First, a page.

ATrain Education

 

Continuing Education for Health Professionals

Pain: Healthcare’s Persistent Challenge

Module 1

Early Pain Theories and Remedies

 

Illustration of Pain Pathway
by René Descartes

image: pain pathway illustration

Illustration of the pain pathway in René Descartes’ Traite de l’homme (Treatise of Man), 1664. The long fiber running from the foot to the cavity in the head is pulled by the heat and releases a fluid that makes the muscles contract. Source: Public Domain.

Since ancient times, humans have sought to conquer pain using a variety of treatments ranging from the sublime to the bizarre. Although the Greeks and Romans first advanced a theory of sensation—the idea that the brain and nervous system have a role in producing the perception of pain—it was not until the Middle Ages and well into the Renaissance that evidence began to accumulate in support of these theories.

In 1664 the French philosopher René Descartes described what, to this day, is still called a pain pathway. Descartes illustrated how particles of fire in contact with the foot travel to the brain and compared pain sensation to the ringing of a bell.

In the nineteenth century the application of new chemical and scientific techniques led to the development of morphine, codeine, and heroin—potent pain medications derived from opium. In the early 1800s morphine was marketed as a pain medication as well as treatment for opium and alcohol addiction. During this era, another potent pain medication and appetite suppressant—cocaine—was successfully isolated from coca leaves by a German chemist. In the late 1800s and early 1900s, heroin was marketed by Bayer Pharmaceutical Products as a non-addictive morphine substitute and cough suppressant.

 

image: old Bayer Heroin bottle image: Laudanum bottle

Left: Bayer Heroin bottle, originally containing 5 grams of Heroin substance. Right: A 100-ml bottle of laudanum. Note the dosages on the label for infants, children, and adults. Source for both images: Wikimedia Commons.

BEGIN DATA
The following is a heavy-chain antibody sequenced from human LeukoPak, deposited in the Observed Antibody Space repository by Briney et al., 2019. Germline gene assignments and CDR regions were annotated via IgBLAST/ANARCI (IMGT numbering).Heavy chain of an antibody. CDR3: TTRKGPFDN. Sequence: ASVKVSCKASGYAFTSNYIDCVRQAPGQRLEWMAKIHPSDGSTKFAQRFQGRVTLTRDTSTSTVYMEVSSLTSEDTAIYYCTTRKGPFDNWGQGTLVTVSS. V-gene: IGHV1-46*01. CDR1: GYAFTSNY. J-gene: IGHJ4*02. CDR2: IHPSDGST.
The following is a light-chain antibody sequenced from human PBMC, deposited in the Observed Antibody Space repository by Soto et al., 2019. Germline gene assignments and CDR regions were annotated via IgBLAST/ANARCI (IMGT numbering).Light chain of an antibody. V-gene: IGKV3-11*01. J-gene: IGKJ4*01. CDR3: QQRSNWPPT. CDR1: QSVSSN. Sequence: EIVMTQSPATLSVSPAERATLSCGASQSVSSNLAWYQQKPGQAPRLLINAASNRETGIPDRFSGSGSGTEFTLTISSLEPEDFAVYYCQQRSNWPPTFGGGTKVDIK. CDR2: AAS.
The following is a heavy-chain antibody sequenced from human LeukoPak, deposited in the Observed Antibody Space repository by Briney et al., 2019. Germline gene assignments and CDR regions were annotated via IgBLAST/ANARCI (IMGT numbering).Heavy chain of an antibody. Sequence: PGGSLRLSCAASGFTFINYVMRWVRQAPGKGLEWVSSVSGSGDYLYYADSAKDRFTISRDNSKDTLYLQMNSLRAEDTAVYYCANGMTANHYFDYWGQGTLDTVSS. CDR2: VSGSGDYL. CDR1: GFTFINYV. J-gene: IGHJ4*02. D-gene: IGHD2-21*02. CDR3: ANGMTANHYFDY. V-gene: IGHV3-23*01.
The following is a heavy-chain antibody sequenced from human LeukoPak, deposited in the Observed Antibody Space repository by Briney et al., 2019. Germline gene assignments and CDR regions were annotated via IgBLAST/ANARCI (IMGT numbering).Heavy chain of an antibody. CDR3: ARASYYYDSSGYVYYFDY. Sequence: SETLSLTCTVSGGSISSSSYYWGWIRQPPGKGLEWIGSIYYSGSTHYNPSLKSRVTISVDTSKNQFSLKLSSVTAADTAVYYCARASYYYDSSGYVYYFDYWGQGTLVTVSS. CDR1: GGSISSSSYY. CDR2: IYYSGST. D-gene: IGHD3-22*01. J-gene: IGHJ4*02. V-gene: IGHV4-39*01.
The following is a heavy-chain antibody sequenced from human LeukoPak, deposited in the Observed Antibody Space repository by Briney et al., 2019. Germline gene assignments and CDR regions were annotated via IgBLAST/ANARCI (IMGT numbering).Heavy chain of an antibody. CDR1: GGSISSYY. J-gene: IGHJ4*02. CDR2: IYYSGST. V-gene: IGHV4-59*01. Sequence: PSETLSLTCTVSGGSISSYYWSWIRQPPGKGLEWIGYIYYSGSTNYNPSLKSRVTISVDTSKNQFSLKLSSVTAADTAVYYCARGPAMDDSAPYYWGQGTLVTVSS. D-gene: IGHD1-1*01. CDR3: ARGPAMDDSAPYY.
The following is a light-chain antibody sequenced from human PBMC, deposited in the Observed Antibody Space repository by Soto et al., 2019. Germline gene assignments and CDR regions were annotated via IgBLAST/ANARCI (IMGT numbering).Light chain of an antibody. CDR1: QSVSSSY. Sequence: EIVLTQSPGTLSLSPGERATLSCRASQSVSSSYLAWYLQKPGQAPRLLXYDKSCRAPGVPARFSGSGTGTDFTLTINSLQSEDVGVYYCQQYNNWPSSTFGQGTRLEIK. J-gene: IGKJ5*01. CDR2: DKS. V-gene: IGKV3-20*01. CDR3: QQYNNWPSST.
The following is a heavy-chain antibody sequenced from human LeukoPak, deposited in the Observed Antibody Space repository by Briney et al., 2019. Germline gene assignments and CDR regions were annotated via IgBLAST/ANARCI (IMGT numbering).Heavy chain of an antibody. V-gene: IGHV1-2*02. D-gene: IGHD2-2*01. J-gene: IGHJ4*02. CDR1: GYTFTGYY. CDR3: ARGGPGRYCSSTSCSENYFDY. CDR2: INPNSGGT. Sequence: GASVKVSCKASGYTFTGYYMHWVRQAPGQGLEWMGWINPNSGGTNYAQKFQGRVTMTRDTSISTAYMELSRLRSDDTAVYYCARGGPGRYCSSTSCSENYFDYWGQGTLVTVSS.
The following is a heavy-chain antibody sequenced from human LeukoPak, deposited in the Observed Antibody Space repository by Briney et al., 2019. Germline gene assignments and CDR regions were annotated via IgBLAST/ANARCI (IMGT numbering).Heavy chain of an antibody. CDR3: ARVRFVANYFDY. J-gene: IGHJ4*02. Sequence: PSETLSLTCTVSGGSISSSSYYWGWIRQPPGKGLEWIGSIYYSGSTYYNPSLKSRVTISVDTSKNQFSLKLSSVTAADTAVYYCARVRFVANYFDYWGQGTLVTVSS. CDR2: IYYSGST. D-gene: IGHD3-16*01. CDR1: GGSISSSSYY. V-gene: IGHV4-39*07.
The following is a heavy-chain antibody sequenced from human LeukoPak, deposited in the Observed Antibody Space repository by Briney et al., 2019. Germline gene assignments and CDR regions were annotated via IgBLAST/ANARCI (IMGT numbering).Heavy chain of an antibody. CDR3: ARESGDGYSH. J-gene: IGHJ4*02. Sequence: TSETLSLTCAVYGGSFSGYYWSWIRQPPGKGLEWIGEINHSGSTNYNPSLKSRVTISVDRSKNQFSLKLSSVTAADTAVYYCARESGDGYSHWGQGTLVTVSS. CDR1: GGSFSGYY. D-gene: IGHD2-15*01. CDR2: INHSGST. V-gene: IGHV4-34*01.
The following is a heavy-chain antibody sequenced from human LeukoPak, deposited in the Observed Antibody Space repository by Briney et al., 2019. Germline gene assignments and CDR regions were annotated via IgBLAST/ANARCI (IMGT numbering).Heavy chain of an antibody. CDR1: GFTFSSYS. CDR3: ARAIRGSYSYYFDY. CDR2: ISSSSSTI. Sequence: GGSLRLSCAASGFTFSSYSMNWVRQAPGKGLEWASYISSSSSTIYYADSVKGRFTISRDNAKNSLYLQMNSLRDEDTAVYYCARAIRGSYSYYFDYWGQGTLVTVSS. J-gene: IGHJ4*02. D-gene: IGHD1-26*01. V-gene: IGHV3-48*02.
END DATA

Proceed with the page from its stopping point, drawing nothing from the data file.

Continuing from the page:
Laudanum, a popular tincture containing opium and alcohol and other ingredients such as honey, saffron, or cinnamon, was widely used—and completely legal—until the late 1800s. It was commonly used for pain, menstrual cramps, sleep aid, and a wide variety of other ailments both in children and adults.

 

image: ad for curing morphine additions

Advertisement for curing morphine addictions from Overland Monthly, January 1900.

 

Although coca leaves, opium, and other narcotics had been used for millennia to treat pain, the isolation of the narcotic compounds within these drugs and their subsequent availability in tablet and powder forms led to their widespread adoption as pain medications, as well as to their widespread abuse.

 

image: ad for aspirin

A 1923 advertisement for aspirin. Source Wikimedia Commons.

Although coca leaves, opium, and other narcotics had been used for millennia to treat pain, the isolation of the narcotic compounds within these drugs and their subsequent availability in tablet and powder forms led to their widespread adoption as pain medications, as well as to their widespread abuse.

At the turn of the nineteenth century, “pure” aspirin was isolated from salicylate-rich plants. This discovery represented a major breakthrough in the history of pain medications. To this day aspirin is the most commonly used pain reliever worldwide.

During the twentieth century many opioid and non-opioid medications continued to be developed. In the 1950s, a drug called Percodan was approved by the Food and Drug Administration. A combination of oxycodone and aspirin, the relative ease with which this powerful opioid medication could be obtained, along with the contention that a narcotic prescribed by a physician could not lead to addiction, exacerbated an ongoing opioid abuse problem that has ebbed and flowed for millennia.

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